Does Rogaine really work?

More or less just what it says… is it a working hair loss treatment or a sham like so many other hair loss treatments?

No, Rogaine (minoxidil) really does work. And it was a side-effect of the medication’s original purpose: To lower blood pressure.

I have a few patients on it for blood pressure reduction. They don’t really consider the hair-restoring properties to be a boon, for a variety of reasons: When taken orally, it makes hair grow all over (at least in places where hair grows normally). Some of these guys have the hairiest ears and backs and noses I’ve ever seen. So have some of the gals, so that’s another drawback.

When used topically, the drug tends to just promote hair growth in the area it’s applied to. And one can almost always see some improved hair growth in the area. Sadly, in about a third of the cases, it’s inadequate to produce much of a visible difference.

But minoxidil does work as a hair restorer, to some extent, for most people using it.

Stop using it and the hair goes away…

Yes, there is absolutely no question that minoxidil produces clinically significant results when applied topically. The 5% solution works more effectively than the 2% solution. I’ve never seen any hardcore stats showing regrowth after one year in terms of mean and standard deviation of number of hairs/square inch of scalp, but from what I’ve read (which is quite a bit), a person using the 5% solution for a year or more should have at least a 65% chance or so of seeing some sort of result.

Also, don’t forget that oral finasteride arrests the progression of male pattern baldness in 83% of all clinical samples—it stops it dead, case closed, end of discussion. So this should really be your weapon of first choice, with minoxidil as an added booster. The bottom line is that using finasteride and minoxidil together should at least arrest the progression of MPB in 85 - 90% of all men, with a very substantial number showing at least some regrowth.

Finasteride is sold as Propecia for baldness, and it’s sold as Proscar for benign prostate hyperplasia (swollen prostate). A similar drug, durasteride, is sold as Flomax for BPH. Even though Flomax’s tests show slightly better results for baldness than Propecia, Flomax is not yet marketed as a baldness cure. Maybe it’s a coding dodge, in case insurance won’t pay for a baldness cure.

I remember looking at the Rogaine package years ago and it seemed to indicate it would help the bald spot, but not a receding hairline. Am I remembering correctly? Is this still considered true?

Cite for that 83% figure please? I was told by my doctor about 1/3 had no reponse, about 1/3 had slowed or stopped hairloss, and 1/3 had regrowth.

Though some may find your certitude and zeal (e.g. “weapon of choice”) refreshing, “end of discussion” is rarely the phrase of choice in medicine. While finasteride and minoxidil do indeed yield clinically significant results in large trials for the treatment of MPB, the more operative question is whether combination therapy yields cosmetically acceptable results and whether said results justify the possible, albeit still unknown, risks of longterm use.

Clinical trials are just beginning to explore this frontier and the full picture may not be known for 10-15 years. Left untold–and currently medically unknown–are the possible longterm consequences associated with oral finasteride’s effect of “stopping [male pattern baldness] dead, case closed, end of discussion,” as you put it.

For now, consider these very preliminary findings, all layperson accessible and none conclusive:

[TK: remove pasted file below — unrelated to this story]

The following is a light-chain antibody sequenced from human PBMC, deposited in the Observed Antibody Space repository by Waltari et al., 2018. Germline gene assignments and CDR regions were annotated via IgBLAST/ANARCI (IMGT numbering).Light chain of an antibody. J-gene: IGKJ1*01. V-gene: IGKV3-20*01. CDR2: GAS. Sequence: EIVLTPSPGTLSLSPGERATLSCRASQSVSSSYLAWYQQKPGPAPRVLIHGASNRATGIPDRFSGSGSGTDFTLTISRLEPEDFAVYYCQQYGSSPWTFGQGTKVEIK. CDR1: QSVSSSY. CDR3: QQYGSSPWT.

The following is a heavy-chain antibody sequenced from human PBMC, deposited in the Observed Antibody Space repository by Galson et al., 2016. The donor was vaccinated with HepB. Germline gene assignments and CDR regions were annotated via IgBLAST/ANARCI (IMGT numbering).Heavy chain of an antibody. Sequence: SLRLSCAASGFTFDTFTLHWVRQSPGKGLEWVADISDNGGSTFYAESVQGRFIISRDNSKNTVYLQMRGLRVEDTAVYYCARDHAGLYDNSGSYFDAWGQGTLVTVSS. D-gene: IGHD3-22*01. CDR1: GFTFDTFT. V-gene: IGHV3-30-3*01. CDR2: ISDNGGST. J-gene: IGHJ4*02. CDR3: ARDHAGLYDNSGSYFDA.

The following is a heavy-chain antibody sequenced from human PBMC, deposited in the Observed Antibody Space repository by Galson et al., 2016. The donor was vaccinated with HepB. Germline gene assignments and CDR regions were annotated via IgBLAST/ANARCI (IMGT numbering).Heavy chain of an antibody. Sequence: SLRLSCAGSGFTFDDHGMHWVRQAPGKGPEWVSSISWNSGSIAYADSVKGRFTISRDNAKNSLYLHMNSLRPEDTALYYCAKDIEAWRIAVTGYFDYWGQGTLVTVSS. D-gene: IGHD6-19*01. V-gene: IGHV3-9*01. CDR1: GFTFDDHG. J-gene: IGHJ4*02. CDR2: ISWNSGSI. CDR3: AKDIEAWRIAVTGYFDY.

“While finasteride (Propecia/Proscar) decreases serum DHT, it also is thought to increase estrogen which suggests that men over 35 may want to consider using it in conjunction with a systemic aromatase inhibitor such as Chrysin/Piperine (Super Miraforte), Arimidex, or stinging nettle extract, to maximize its hair growth effects and minimize potential side effects (that are listed in the PDR) such as Gynocaemastia (breast enlargement in males), sexual side effects, and an increase in fat deposition. These compounds have been reliably shown to increase testosterone and reduce excess estrogen, resulting in a youthful hormone profile that optimizes immune function and to some degree, body composition”

Proscar for Prostate Cancer Prevention: Q&A - WebMD, 6/24/03 - “a drug called Proscar can also prevent or delay prostate cancer. It also shows that the drug may increase the risk of aggressive, high-grade prostate tumors. And while men taking Proscar have fewer urinary problems, they also have more sexual problems”

Analysis Shows Drug Could Save Lives From Prostate Cancer - Science Daily, 3/16/05 - “the commonly used drug finasteride reduced the incidence of prostate cancer by 24.8 percent compared to a placebo. However, a possible increase in the number of high-grade tumors in the trial prompted many to question whether any benefits of the drug would be offset by an increase in mortality related to the higher-grade tumors. No difference in mortality was seen during the 7 years of PCPT”

Bottom Line: Combination therapy with finasteride and doxazosin for at least four years reduces the risk of clinical progression of BPH. However, long-term use of finasteride also is associated with an increased risk of high-grade prostate cancer (Thompson IM, et al. The influence of finasteride on the development of prostate cancer. N Engl J Med July 17, 2003;349:215-24). Until this risk is better elucidated, combination therapy should be limited to patients who have a prostate volume greater than 40 mL, a PSA level greater than 4 ng per mL, and a clear understanding of the risks and benefits of therapy. (Common POEM) (Level of Evidence: 1b)

The second study analyzed data from the landmark Prostate Cancer Prevention Trial, involving more than 18,000 healthy men. Some received finasteride, while others got a placebo. The trial, scheduled to last seven years, was cut short early because researchers found a nearly 25 percent reduction in the incidence of prostate cancer in the men taking finasteride.